When discussing voice cable, different applications and cable grades can come into play. With the advent of Voice over Internet Protocol
(VoIP) the future of telephone cabling may change dramatically. But the fact of the matter is, we are still seeing many companies wiring
for voice the same way it’s been done for the last 20 years: using voice grade wire and standard RJ11 jacks at the user end. In the wiring
closet, the terminations of choice are still 66 blocks, 110 style terminal blocks (developed by AT&T), Bix blocks and Krone fields.
These configurations give companies, and the majority of phone vendors, all the flexibility they need at a very reasonable cost. When
voice cable is being installed in conjunction with your network wires, the labor cost is minimal. When voice and data cables originate from
the same closet, we give a sizable discount for the voice cable installation. The cost of Category 3 cable, whether plenum rated or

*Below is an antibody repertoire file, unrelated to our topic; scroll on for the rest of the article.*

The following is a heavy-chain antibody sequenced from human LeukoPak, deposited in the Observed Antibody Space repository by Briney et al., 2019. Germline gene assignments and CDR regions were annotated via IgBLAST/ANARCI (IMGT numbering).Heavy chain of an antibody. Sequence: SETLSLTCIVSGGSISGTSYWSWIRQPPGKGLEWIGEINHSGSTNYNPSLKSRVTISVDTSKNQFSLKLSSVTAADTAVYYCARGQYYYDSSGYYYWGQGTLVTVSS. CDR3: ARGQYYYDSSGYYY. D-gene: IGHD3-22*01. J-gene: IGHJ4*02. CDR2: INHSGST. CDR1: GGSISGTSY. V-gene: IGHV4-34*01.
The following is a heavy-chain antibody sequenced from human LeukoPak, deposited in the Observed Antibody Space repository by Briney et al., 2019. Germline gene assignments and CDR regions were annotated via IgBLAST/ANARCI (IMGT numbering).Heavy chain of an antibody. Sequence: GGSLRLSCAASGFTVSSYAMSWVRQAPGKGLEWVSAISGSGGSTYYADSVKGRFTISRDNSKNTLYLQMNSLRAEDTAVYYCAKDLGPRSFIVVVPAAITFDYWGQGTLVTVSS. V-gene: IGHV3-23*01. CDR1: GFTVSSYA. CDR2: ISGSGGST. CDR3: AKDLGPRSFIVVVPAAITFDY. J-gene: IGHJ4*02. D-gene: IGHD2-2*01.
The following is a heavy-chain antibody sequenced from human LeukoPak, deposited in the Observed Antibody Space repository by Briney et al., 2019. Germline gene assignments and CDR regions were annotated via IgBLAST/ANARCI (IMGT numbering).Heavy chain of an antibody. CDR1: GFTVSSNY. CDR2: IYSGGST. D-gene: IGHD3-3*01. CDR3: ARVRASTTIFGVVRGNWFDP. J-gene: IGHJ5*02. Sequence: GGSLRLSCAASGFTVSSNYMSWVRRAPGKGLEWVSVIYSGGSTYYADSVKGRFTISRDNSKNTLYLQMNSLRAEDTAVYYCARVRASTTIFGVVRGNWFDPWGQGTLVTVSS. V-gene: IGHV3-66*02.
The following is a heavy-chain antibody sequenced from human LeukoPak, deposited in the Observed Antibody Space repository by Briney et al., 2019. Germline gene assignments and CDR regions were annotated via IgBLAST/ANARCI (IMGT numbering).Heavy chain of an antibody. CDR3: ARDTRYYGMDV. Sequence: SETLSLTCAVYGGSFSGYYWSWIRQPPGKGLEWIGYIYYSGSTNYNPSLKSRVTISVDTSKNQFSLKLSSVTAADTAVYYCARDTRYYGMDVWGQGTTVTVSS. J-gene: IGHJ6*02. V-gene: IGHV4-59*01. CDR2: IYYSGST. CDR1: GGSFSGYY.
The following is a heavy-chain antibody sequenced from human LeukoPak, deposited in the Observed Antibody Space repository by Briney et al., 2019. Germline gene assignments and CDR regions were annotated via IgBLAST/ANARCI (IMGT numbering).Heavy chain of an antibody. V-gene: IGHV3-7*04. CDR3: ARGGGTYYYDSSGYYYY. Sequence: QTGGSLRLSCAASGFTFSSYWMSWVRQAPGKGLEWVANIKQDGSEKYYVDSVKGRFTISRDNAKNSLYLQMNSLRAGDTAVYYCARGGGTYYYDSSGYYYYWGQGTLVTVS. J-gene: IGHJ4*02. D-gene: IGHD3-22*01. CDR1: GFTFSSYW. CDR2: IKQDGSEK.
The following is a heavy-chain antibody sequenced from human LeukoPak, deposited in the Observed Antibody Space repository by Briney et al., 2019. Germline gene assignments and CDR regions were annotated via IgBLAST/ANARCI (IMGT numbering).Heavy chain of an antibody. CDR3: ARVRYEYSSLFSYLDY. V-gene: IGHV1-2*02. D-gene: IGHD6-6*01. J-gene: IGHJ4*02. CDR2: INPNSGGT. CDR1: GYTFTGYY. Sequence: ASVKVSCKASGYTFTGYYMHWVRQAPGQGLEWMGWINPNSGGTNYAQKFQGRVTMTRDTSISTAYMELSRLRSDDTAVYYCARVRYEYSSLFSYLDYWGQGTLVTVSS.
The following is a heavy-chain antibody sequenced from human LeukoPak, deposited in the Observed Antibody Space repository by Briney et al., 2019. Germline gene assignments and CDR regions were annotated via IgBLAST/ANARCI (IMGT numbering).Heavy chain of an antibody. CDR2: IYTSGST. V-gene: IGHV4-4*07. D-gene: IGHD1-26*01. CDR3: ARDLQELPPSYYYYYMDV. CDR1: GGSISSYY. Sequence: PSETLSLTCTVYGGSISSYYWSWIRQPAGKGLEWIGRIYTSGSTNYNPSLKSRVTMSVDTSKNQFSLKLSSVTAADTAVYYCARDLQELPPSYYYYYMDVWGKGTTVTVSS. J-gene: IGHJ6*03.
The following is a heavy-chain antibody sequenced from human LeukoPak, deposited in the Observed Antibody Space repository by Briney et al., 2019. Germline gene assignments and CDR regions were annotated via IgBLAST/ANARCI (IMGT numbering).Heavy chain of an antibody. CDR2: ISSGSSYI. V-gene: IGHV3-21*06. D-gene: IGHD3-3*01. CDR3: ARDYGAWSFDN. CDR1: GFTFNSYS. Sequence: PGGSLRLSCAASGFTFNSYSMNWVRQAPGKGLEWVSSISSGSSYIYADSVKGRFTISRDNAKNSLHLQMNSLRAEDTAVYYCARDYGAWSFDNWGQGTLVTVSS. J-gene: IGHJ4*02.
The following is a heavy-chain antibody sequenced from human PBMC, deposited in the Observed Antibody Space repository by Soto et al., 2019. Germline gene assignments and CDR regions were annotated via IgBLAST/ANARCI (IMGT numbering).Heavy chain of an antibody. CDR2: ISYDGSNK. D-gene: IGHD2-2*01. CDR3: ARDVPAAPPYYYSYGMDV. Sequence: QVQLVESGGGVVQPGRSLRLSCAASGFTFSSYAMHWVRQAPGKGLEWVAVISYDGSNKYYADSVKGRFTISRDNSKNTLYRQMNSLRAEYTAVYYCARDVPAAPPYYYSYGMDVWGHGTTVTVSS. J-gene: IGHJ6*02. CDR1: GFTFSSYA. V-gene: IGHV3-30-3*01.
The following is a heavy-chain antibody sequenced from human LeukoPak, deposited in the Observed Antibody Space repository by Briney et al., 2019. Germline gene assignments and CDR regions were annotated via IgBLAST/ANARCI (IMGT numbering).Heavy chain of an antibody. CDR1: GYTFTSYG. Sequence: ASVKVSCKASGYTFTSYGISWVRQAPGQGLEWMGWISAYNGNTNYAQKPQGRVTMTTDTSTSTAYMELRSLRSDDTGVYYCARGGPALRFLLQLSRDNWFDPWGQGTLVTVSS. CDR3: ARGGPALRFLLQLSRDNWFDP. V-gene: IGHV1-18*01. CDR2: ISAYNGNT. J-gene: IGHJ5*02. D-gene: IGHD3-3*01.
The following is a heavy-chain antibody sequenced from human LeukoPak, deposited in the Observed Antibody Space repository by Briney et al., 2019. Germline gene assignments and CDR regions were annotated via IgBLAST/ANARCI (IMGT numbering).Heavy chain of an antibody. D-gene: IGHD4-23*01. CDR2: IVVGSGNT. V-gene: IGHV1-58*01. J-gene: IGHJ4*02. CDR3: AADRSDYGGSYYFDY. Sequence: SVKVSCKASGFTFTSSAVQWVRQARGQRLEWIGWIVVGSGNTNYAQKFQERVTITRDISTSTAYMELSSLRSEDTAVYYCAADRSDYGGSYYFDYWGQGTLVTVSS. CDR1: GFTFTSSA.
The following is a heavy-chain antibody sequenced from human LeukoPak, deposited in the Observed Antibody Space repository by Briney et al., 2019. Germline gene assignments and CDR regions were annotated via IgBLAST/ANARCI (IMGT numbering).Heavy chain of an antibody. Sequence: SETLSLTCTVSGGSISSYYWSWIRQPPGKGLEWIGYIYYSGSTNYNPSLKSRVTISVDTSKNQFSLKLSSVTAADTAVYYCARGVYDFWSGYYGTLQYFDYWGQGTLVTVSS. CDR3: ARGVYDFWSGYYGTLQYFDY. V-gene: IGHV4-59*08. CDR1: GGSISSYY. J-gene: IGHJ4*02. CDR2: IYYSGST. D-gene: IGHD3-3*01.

non-plenum, is very reasonable in relation to Category 5e, and the jacks, usually 6 conductor USOC, are inexpensive. We generally split
the 4 pair voice cable at the user end, and install 2 RJ11 jacks. This is possible because the large majority of phone systems on the
market today require only 1 pair of wires, some others require 2 pairs. This gives our customers the option and flexibility to install any
combination of phones, modems and analog lines at any location.
For some customers we will install multiple Category 5e or Category 6 cables to each user. Their intention is to use one or more of these
cables for their telephones and modems. Obviously this configuration lends itself to great flexibility, because if they need a third or fourth
network connection the network cable is already in place, but at a large cost. Each cable is Category 5e rated and needs a separate
CAT 5e jack at the user end and a separate port on a rated patch panel in the wiring closet, all more costly than the Category 3
alternative. Unless the individual company has many heavy network users (those guys with more than 2 networked computers on their
desk) we usually recommend the good old-fashioned Category 3 solution.
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